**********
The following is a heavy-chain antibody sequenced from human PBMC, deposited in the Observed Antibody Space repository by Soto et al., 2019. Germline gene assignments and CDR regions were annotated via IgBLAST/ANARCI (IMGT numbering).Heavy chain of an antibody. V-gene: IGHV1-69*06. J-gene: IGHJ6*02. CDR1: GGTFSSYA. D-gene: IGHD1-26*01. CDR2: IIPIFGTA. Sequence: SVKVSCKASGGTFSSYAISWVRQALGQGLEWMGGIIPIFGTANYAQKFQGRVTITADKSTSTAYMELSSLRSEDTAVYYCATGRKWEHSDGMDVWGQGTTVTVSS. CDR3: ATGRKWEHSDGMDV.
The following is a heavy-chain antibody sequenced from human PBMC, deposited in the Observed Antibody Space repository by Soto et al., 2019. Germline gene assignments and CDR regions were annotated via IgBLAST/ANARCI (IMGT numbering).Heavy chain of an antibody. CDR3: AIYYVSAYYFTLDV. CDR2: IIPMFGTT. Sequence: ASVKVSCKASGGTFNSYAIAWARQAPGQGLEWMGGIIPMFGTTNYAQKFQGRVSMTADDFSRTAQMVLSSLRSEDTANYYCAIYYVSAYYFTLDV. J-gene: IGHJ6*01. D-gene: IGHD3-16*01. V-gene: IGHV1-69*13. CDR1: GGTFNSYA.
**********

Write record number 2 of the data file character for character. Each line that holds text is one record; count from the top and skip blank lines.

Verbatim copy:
The following is a heavy-chain antibody sequenced from human PBMC, deposited in the Observed Antibody Space repository by Soto et al., 2019. Germline gene assignments and CDR regions were annotated via IgBLAST/ANARCI (IMGT numbering).Heavy chain of an antibody. CDR3: AIYYVSAYYFTLDV. CDR2: IIPMFGTT. Sequence: ASVKVSCKASGGTFNSYAIAWARQAPGQGLEWMGGIIPMFGTTNYAQKFQGRVSMTADDFSRTAQMVLSSLRSEDTANYYCAIYYVSAYYFTLDV. J-gene: IGHJ6*01. D-gene: IGHD3-16*01. V-gene: IGHV1-69*13. CDR1: GGTFNSYA.